The ancient city, 30 kilometers north of Silifke, attracts attention with its well-preserved ruins. The ancient city became an autonomous city with the name of Diokaesareia in the Roman Period, minting money in its own name. In the ancient city, there are two columnar streets that cross each other perpendicularly, and the buildings are lined up along these streets.
At the beginning of East-West Street, there is a monumental gate 7 meters high and five columns standing with Corinthian capitals. Another monumental gate is located in the north of the city and is protected by a large entrance in the middle and two small arched entrances on the sides. The inscription on it says that the gate damaged by the earthquake was repaired during the rule of the Roman Emperors Arcadius (395-408 B.C) and Honorius (395-423 B.C) together.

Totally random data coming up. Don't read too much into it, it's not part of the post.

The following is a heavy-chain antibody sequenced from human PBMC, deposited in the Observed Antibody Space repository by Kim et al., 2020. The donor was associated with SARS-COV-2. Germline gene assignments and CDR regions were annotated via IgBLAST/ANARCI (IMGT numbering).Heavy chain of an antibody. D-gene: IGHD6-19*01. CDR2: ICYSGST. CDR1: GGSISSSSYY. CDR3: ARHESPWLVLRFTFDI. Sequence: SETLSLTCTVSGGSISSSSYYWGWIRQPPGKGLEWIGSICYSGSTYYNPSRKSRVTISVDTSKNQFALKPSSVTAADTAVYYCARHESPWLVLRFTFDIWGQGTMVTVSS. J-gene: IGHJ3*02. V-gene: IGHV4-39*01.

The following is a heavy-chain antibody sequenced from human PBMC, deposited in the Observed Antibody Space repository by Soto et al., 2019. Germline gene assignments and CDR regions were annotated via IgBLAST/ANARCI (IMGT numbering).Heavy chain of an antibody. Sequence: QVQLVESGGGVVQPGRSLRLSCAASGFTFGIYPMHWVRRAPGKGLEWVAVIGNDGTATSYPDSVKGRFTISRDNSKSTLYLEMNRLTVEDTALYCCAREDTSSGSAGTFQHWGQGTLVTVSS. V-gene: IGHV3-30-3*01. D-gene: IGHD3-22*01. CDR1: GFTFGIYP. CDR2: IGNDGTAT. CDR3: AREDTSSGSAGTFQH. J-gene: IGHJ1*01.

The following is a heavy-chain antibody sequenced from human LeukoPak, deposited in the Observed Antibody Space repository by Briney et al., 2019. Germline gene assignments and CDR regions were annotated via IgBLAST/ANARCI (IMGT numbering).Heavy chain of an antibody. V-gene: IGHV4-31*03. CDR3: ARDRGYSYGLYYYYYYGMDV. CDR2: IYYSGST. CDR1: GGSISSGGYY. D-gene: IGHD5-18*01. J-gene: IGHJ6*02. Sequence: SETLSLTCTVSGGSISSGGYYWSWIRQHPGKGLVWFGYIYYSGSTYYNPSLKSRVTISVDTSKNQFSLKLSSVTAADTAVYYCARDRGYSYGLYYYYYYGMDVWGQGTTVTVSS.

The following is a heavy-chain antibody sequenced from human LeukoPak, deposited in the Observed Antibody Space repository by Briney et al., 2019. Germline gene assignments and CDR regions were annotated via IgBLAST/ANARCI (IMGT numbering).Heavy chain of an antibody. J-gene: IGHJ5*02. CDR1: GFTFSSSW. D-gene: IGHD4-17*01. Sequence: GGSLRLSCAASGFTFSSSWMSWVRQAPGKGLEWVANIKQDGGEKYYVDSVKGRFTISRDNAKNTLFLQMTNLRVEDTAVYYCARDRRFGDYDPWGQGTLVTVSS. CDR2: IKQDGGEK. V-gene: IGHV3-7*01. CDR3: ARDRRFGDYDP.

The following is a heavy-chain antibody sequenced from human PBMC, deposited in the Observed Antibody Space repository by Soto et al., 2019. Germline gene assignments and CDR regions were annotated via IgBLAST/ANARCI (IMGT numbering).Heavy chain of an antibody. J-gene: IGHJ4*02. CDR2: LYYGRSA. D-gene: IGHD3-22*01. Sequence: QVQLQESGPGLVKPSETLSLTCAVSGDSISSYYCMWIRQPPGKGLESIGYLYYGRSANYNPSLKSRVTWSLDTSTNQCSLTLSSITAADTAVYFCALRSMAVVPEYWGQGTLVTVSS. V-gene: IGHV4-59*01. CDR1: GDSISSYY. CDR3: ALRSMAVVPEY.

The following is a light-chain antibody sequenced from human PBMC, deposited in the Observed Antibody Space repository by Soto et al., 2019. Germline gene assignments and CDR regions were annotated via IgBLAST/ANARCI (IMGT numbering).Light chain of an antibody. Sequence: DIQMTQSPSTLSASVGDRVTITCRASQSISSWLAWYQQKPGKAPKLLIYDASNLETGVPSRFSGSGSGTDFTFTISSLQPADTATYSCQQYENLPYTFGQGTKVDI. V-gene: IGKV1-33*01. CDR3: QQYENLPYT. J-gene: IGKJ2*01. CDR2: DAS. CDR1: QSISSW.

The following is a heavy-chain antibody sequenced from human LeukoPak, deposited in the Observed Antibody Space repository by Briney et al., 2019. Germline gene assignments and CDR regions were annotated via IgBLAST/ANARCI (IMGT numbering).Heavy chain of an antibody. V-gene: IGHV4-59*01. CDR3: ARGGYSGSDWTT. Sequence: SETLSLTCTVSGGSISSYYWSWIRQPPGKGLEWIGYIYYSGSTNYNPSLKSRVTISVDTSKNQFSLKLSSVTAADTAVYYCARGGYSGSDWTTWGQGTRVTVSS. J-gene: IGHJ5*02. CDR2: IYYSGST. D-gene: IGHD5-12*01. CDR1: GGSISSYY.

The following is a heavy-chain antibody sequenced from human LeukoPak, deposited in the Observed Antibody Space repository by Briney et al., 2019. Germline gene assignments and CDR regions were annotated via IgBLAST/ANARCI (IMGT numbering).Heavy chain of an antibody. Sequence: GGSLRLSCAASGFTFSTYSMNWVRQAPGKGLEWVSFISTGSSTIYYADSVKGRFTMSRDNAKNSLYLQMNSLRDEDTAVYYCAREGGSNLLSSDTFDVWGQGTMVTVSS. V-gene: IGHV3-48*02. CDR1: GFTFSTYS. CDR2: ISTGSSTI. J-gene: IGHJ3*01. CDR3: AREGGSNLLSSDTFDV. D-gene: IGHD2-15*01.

One of the earliest buildings in the city is the temple of Zeus Olbios, which is known to have been built in the Hellenistic Period. It is known that the building was converted into a church in the 5th century A.D. There is also a temple dedicated to Tyche (the Goddess of Luck) in the ancient city. From the inscription on this temple, six columns of which have been preserved, it is understood that the temple was built and gifted to the city by Oppius and his wife Kyria, one of the nobles of the city. A well-preserved theater built in the 2nd century B.C in the ancient city; 5.5 x5.5 m. there is a 15-meter-high preserved pyramidal roofed tomb monument with a square plan and a Hellenistic Period Tower measuring 16 x 13 and 23 meters high. It is understood from the inscription on it that it was built by Tarkyares in the second half of the 3rd century B.C. The necropolis area, which is spread on both slopes of a valley to the north of the city, was used in the Hellenistic, Roman, and Byzantine Periods.